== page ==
I wrote recently about self-service learning and how MOOCs offer a convenient complement to formal education. The analogy of the self-service cafeteria where learners can compose their own blend of short courses is very attractive and I believe that we are seeing the emergence of a much more varied and flexible ecosystem for learning combining the benefits of short, just-in-time online courses with longer formal courses and programmes. You choose the option that best fits your current lifestyle and needs.
However there is a danger of letting everyone compose their own education by piecing together dishes from a gigantic buffet. What happens if you only choose the cakes and miss out the vegetables? This is the theme of an article in the Washington Post by Robert F Bruner: Commentary: Without structure, learning crumbles. He's worried that the new educational buffet will mean that people will only learn what they want to learn and thus will miss the less attractive but essential details that put everything into context. It's a bit like the problem of personalization on the web. If we can tweak our preferences so that we are only exposed to news and information that we agree with we will simply live in a bubble, unaware of other points of view or sheltered from unpleasant information. Our own preferences are not enough. Someone has to ensure that we have a balanced diet.
"Too much dessert and not enough broccoli. Students who simply follow their appetites will eventually find some educational candy: courses that may gratify an immediate interest, but don’t really build one’s capabilities. Like a healthy diet, a great education consists of a balance of intellectual nutrition. Eat your vegetables. They are good for you."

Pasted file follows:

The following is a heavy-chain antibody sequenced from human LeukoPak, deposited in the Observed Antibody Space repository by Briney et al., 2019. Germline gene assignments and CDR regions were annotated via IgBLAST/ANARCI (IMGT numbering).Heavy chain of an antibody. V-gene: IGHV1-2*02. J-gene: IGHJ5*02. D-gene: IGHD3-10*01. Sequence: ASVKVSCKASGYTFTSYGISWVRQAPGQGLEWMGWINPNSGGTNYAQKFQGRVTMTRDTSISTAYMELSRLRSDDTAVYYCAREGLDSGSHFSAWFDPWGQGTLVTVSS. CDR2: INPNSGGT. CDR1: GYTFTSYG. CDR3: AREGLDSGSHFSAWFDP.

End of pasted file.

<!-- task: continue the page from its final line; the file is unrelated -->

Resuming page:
How do we make sure students "eat their greens" as well as benefitting from the flexibility and diversity of today's learning environment?
Great piece, and I fancy a portion of Learning Crumble now :-)
I thin this highlights the fact that although the buffet approach is good, learners still need help and advice to understand the goals (hard to know precisely what they are if you don't know the subject) and help and advice on, perhaps, how best to undertake the journey to those goals. One way to do this is to help people learn the benefits of 'their greens' and how to go about building their education on firm foundations. The need for this emphasises why MOOCs et al cannot mean the removal of teaching staff - even if some people want to predict this - because without the guidance, people are very unlikely to be able to build the portfolio of knowledge they need for anything other than the most trivial activities.
Having said that, of course, it also means we need to consider what it is that needs learning - so much information is available we can pick up new skills and knowledge while creating things for the first time, and the real fundamental skill we need is how to do this efficiently, well, quickly, routinely, and to be able to recognise that there may be other/better ways; allow ourselves to be able to invent new processes, new knowledge, as part of working in an environment where access to the old is at the click of a mouse...
Thanks for your comments Pat. Some people are able to help themselves wisely and can plan their learning but most people need guidance. As you say the teacher's role will be crucial to help students learn to learn and to be able to make good choices in how to manage their learning in the future. The demand for study guidance will grow as the educational landscape gets more complex.ReplyDelete
Just received a comment from a colleague via e-mail that I would like to add here:ReplyDelete
"Interesting reading about the risks of freedom of choice in flexible learning. Paul Trowler wrote about this in a book from 1998, Academics responding to change. So this is not a new discussion but is equally important now as it was then. The key question to ask here is - how do we university teachers deal with this issue in our pedagogical planning of courses and degree programmes?"